Opposition Swells to Solar Plant Next to Mojave Preserve | KCET
Opposition Swells to Solar Plant Next to Mojave Preserve
A proposed solar power plant that some opponents are calling "the worst renewable energy project currently under consideration" in California just found itself some significant opposition, as a public committee charged with advising the Bureau of Land Management on desert issues agreed to oppose the project.
In a nearly unanimous vote with just one member abstaining, the BLM's Desert District Advisory Committee agreed at its February 28 meeting to recommend that the BLM say no to the proposed 350-megawatt Soda Mountain Solar project, which would occupy almost 4,200 acres of land adjacent to the Mojave National Preserve near Baker.
"No reconfiguration of this project would remove its harmful effects," said Advisory Committee member Seth Shteir at the meeting. "And we plan to draft a letter with that statement in it."
The lone abstention on the Advisory Council vote came from Council member Leslie Barrett, who represents the renewable energy industry on the Council.
The Advisory Council's letter to State BLM Director Jim Kenna comes in a week when activists tracking the project have learned that the Interior Department is ready to make the project's final Environmental Impact Statement publicly available. Once that happens, a decision on the project could come in as little as 30 days.
As currently configured, Soda Mountain Solar, owned by the engineering firm Bechtel, would occupy land on both sides of Interstate 15 a few miles southwest of the San Bernardino County community of Baker. So far no utility has stepped forward to agree to buy the power the project would produce.
Opponents of Soda Mountain Solar point out that the project would fragment important spring foraging habitat and migration corridors for desert bighorn sheep, as well as reducing habitat for desert kit foxes, desert tortoises, and burrowing owls.
The project has also come under fire for potentially threatening one of the last remaining populations of the federally Endangered Mojave tui chub, which lives downhill from the project site in Soda Springs near Zzyzx. A recent hydrological study by the U.S. Geological Survey, however, suggested groundwater pumping at the project site may not have much of an effect on Soda Springs.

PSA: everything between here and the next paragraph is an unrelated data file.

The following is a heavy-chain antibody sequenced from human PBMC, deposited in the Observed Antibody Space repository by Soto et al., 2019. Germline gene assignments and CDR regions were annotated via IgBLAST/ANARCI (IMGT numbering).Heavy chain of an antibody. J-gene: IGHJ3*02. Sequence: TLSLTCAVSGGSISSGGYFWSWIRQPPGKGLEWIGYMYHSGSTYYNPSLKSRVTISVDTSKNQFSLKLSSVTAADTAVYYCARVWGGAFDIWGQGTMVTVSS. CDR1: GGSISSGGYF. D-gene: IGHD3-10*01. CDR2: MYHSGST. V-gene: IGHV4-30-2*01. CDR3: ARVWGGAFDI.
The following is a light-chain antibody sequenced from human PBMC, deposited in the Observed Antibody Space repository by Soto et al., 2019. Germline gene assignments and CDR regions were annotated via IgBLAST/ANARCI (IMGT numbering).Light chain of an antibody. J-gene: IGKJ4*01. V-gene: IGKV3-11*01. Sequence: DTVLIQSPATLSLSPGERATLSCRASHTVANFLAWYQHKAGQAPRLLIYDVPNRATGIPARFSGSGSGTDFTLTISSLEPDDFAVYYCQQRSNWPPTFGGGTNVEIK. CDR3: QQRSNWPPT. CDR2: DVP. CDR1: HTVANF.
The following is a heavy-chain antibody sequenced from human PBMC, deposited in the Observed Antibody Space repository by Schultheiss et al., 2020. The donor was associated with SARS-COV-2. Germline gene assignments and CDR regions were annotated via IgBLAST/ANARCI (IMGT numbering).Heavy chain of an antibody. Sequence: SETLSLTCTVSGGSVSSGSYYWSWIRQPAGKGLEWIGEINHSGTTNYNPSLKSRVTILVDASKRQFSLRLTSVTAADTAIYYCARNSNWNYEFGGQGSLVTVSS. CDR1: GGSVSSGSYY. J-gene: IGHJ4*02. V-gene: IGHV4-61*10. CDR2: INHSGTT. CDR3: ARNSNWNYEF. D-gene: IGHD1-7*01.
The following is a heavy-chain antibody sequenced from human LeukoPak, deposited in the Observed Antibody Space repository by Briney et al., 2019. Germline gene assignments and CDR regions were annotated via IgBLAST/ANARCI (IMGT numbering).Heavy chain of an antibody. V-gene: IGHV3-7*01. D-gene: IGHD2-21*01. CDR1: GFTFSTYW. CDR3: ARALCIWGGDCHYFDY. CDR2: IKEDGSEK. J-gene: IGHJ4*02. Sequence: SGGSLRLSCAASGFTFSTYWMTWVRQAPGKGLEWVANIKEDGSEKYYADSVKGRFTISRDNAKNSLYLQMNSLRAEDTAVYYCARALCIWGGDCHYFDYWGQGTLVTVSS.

Regardless of the arguably good news about the tui chub, opponents charge that the project's location as well as its effect on local wildlife, make Soda Mountain Solar the wrong project in the wrong place, and are calling on the Interior Department to drop the project.
"The proposed Soda Mountain solar project site is clearly a bad spot especially due to the proximity to Mojave National Preserve, the area's important bighorn sheep corridor and desert tortoise habitat," said Dennis Schramm, the retired Superintendent of the Mojave National Preserve. "Interior should not be taking actions now which would prevent future restoration of this very important wildlife corridor."
"The Soda Mountain solar proposal is the worst renewable energy project currently under consideration by Bureau of Land Management and the Department of Interior," said G. Sidney Silliman, Professor Emeritus at California State Polytechnic University, Pomona. "It would be a travesty if the Interior Department ignores its duty to protect our National Park System and sides with Bechtel, a billion-dollar corporation, versus the hundreds of thousands of people who visit Mojave National Preserve each year to view wildflowers and wildlife, camp, as well as hunt and explore the back country."
For ongoing environmental coverage in March 2017 and afterward, please visit our show Earth Focus, or browse Redefine for historic material.
KCET's award-winning environment news project Redefine ran from July 2012 through February 2017.
Ava Duvernay, Grace Lee and Marjan Safinia Amplify Stories of Defiant Women of Color Transforming Politics
Directed by Grace Lee and Marjan Safinia, “And She Could Be Next” tracks the campaigns of Tlaib and five other women of color who sought office as well as the efforts of all the seasoned organizers and ordinary folks who made those campaigns possible.
'You Started The Corona!' Asian American Californians Have Reported Over 800 Hate Incidents During Pandemic
Another museum has closed due to COVID-19, but this time, it’s continuing online.
For nearly 30 years, Tom Dwyer worked with North East Trees, the non-profit organization responsible for planting some of the first trees and building some of the first parks along the Los Angeles River.
- 1 of 312
- next ›